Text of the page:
Why social media is worth your time
Smithsonian's CTO says tools eventually can boost productivity
- By Alice Lipowicz
- Apr 13, 2011
Social media tools are worth the time it takes to become familiar with them because of the benefits they can deliver down the road, Carmen Iannacone, CTO of the Smithsonian Institution, said at the Ignite Smithsonian conference in Washington, D.C. April 11.
“As a manager I would be happy with 15 percent reduction in workers' productivity, while there is experimentation, if they find the tool that brings in a 50 percent increase in productivity,” Iannacone said at the media innovation event. The conference featured 20 speakers for five minutes each in a format piloted by O’Reilly Media. The topics ranged from new media applications and education technologies to museums of the future and global case studies.
In previous decades, formal group learning was the standard for job training for knowledge workers, while now the model is “opportunistic, nomadic learning” as the employees strive to constantly identify and master the best tools and data they need to perform their jobs, Iannacone said.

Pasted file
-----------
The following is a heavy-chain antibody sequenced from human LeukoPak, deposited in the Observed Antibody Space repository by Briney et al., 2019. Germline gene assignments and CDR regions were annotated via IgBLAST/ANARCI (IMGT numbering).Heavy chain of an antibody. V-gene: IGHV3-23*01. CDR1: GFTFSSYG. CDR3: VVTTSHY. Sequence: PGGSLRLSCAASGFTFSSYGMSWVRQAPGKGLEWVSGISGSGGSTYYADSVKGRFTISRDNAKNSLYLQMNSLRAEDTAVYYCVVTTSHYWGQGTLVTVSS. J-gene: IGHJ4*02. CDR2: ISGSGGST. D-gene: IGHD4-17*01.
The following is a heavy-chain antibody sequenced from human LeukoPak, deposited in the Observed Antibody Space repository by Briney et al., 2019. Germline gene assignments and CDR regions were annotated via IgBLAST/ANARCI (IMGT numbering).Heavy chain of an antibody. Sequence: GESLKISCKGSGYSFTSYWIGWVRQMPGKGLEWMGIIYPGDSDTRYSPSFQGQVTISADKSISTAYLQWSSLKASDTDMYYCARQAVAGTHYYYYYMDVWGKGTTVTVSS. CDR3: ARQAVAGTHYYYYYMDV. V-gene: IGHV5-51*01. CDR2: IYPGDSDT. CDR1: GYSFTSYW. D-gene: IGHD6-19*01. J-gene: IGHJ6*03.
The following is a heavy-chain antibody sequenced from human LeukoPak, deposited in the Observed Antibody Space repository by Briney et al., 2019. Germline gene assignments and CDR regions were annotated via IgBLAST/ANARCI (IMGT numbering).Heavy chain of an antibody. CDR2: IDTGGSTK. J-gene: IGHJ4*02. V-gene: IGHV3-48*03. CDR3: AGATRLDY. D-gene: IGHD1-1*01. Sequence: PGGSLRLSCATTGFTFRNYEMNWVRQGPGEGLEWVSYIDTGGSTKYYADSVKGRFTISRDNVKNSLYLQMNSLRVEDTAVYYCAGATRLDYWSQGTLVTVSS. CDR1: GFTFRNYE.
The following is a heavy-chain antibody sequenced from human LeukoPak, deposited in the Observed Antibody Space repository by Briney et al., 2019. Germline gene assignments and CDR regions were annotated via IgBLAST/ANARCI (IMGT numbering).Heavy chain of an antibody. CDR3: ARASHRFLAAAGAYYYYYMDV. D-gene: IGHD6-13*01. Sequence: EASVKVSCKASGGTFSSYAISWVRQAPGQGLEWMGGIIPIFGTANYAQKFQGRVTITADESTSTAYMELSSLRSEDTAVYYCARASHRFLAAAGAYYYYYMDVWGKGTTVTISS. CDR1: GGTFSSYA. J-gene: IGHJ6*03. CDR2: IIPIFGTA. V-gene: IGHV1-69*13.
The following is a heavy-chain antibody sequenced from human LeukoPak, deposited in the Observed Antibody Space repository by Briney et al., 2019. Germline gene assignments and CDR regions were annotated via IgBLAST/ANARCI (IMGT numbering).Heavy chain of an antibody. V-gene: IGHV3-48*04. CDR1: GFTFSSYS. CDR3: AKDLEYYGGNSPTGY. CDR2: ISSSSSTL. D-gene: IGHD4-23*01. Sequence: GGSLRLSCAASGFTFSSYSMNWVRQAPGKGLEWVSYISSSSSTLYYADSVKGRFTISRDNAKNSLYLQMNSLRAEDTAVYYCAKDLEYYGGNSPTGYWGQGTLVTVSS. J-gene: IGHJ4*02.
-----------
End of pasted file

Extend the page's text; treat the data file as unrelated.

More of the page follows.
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Unfortunately, management typically is “either too rigid or it is silent” in helping knowledge workers make the most of available technologies, he added.
When Iannacone asked several managers in government agencies whether or not they are blogging, micro-blogging and actively using social media tools, their responses indicated modest interest, he added.
“How can we do better?” he asked. “It is incumbent upon us who know and use the tools to enable others.”
Iannacone gave the following tips for knowledge workers and their managers to help strengthen their grasp of new technologies to more effectively perform their jobs:
- “Assess your media diet” to determine if you are getting sufficient volume, diversity and opposing views in your sources of information.
- Reflect on the digital tools you are using, and if possible offer feedback to the vendors so they can make improvements or do customization.
- Allow time in your schedule for experimentation with new technologies and media applications and tools.
- Cultivate local peers and people in your environment who are also knowledge workers interested in expanding their capabilities.
- Promote evolution in applying tools to problem-solving.
- Share what you have learned with friends and peers.
- Iterate, by continuing to assess, reflect on tools, experiment, develop peer relationships and share problem-solving tools on a regular basis.
Alice Lipowicz is a staff writer covering government 2.0, homeland security and other IT policies for Federal Computer Week.